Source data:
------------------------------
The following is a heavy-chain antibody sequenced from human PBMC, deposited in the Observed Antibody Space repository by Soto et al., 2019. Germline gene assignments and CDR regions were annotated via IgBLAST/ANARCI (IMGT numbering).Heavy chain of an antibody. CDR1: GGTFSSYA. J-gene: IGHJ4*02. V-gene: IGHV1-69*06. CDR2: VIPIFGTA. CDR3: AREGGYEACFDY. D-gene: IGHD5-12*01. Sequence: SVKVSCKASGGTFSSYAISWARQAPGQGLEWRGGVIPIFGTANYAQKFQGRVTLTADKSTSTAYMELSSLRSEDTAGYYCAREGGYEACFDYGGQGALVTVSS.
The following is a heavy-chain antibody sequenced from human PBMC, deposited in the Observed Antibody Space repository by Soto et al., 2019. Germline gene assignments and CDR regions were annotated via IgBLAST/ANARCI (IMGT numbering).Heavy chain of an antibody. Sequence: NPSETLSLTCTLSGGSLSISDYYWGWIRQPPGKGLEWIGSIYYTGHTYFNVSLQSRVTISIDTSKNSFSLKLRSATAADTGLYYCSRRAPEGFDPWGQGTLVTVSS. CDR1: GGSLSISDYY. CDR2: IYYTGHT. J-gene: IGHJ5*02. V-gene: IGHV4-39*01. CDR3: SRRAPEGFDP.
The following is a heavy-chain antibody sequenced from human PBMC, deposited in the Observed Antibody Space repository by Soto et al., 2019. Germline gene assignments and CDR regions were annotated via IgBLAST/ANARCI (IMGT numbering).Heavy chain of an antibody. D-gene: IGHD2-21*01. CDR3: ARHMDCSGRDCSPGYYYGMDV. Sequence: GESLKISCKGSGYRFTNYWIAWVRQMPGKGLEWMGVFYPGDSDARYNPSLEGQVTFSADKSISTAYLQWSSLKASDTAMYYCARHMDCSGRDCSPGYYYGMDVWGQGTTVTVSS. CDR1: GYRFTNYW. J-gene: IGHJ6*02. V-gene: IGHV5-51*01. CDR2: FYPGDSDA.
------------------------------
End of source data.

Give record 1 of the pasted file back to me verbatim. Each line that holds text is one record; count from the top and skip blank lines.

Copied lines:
The following is a heavy-chain antibody sequenced from human PBMC, deposited in the Observed Antibody Space repository by Soto et al., 2019. Germline gene assignments and CDR regions were annotated via IgBLAST/ANARCI (IMGT numbering).Heavy chain of an antibody. CDR1: GGTFSSYA. J-gene: IGHJ4*02. V-gene: IGHV1-69*06. CDR2: VIPIFGTA. CDR3: AREGGYEACFDY. D-gene: IGHD5-12*01. Sequence: SVKVSCKASGGTFSSYAISWARQAPGQGLEWRGGVIPIFGTANYAQKFQGRVTLTADKSTSTAYMELSSLRSEDTAGYYCAREGGYEACFDYGGQGALVTVSS.